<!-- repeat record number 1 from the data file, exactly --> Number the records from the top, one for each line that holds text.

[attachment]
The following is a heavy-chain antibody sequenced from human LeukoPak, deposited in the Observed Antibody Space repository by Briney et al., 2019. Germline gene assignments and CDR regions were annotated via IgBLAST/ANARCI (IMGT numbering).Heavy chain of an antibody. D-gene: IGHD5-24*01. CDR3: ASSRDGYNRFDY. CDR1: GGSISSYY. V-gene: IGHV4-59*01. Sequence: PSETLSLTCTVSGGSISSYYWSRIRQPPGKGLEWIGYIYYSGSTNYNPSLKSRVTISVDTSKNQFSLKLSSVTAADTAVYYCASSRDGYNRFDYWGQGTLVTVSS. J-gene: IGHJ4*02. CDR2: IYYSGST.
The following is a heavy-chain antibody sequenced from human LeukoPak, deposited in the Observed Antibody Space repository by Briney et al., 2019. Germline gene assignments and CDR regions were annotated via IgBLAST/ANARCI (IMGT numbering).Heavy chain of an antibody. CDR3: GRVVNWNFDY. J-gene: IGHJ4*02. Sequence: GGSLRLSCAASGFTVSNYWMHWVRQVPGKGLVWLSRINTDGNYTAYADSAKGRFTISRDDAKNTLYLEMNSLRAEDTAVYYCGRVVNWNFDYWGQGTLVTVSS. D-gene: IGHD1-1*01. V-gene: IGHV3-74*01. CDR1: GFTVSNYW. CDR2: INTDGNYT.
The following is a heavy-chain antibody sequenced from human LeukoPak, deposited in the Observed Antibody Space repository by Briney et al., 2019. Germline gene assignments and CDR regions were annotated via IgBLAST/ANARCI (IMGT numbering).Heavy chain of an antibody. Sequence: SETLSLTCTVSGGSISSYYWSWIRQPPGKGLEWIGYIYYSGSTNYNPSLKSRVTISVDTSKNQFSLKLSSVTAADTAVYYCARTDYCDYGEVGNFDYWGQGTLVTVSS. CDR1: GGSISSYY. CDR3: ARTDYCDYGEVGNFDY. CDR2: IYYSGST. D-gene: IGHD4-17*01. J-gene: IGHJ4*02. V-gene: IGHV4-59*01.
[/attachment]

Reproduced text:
The following is a heavy-chain antibody sequenced from human LeukoPak, deposited in the Observed Antibody Space repository by Briney et al., 2019. Germline gene assignments and CDR regions were annotated via IgBLAST/ANARCI (IMGT numbering).Heavy chain of an antibody. D-gene: IGHD5-24*01. CDR3: ASSRDGYNRFDY. CDR1: GGSISSYY. V-gene: IGHV4-59*01. Sequence: PSETLSLTCTVSGGSISSYYWSRIRQPPGKGLEWIGYIYYSGSTNYNPSLKSRVTISVDTSKNQFSLKLSSVTAADTAVYYCASSRDGYNRFDYWGQGTLVTVSS. J-gene: IGHJ4*02. CDR2: IYYSGST.